Why Are Candidates Switching Jobs Frequently?

There have been and will be ongoing shifts in the recruiting landscape. In the post-pandemic era, workers seek a more comprehensive range of perks and a competitive income. In this age of rapid technological advancement, recruiters need to stay up. 

A better work-life balance is desired by those who must juggle work and personal responsibilities. Many people could take advantage of working from home on more accommodating schedules because of the mandatory quarantines imposed during pandemics. 

For many employees, the idea of making a job shift is fuelled by the realisation that their present managers aren’t cutting it and aren’t appreciating the value their employees bring to the table. According to a recent poll by the market research company PlanBeyond, one of the top reasons individuals leave is because they feel underappreciated. 

The Great Resignation Will Continue in Slow Growth Job Market CNBC Report said that the massive shift in how workers feel about their jobs, which led to many resignations last year, shows no signs of stopping. Names like “Great Resignation,” “Great Reshuffle,” and “Great Reimagine” all apply to this current trend. Researchers think people will still change jobs a lot in 2022, even though job titles are becoming more creative. These past two years have forced many of us to reevaluate how and where we want to live and what we want to devote our valuable time to every day. Many individuals are rethinking their ideas about what constitutes professional success. 

When more than 47 million individuals left their jobs in 2021, that’s more than the whole population of Spain, and it wasn’t all because of wrath going or the necessity to stay home with kids. According to a study by Pew Research, over half of all working people who left their jobs that year did so to make a complete career shift. Many people had spoken about their own “epiphany moments,” or the moments when they realised they needed to make a dramatic change in their lives due to the pandemic conditions. For example, many dentists have switched to the beauty industry, and many successful playwrights have switched to educational policymaking.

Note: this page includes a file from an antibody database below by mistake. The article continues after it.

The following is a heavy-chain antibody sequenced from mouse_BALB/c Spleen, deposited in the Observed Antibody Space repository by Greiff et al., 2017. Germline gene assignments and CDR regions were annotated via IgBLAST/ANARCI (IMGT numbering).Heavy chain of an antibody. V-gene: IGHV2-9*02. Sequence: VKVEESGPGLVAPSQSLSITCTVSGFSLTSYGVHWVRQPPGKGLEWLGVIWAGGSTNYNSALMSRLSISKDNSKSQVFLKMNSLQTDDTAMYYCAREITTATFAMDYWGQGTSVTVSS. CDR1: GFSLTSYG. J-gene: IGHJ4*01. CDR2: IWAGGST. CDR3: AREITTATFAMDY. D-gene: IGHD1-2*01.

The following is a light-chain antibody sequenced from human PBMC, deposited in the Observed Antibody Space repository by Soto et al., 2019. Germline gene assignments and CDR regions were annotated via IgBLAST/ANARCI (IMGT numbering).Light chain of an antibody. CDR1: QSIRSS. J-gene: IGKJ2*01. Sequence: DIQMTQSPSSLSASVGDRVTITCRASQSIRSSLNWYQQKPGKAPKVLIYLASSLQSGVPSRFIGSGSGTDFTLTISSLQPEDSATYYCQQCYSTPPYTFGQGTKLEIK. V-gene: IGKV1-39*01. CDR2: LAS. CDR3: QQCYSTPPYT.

Will Changing Your Job Frequently Risk Your Resume? Is a candidate’s history of job hopping a red flag? According to Relay Payments’ chief people officer, Amy Zimmerman, job hopping is “more accepted than ever,” but a transition after less than a year is still “too rapid.” Numerous unfavourable indications are broadcast. First and foremost, your lack of dedication. Second, you aren’t persistent. It teaches me that when things get rough, the tough get moving. 

According to Zimmerman, the optimal frequency for job hopping is every two to three years; this demonstrates to employers that the applicant can “make a commitment and keep it.” While 18 months is the very least, three to five years is “great,” according to Jaya Dass, managing director of Randstad in Singapore and Malaysia.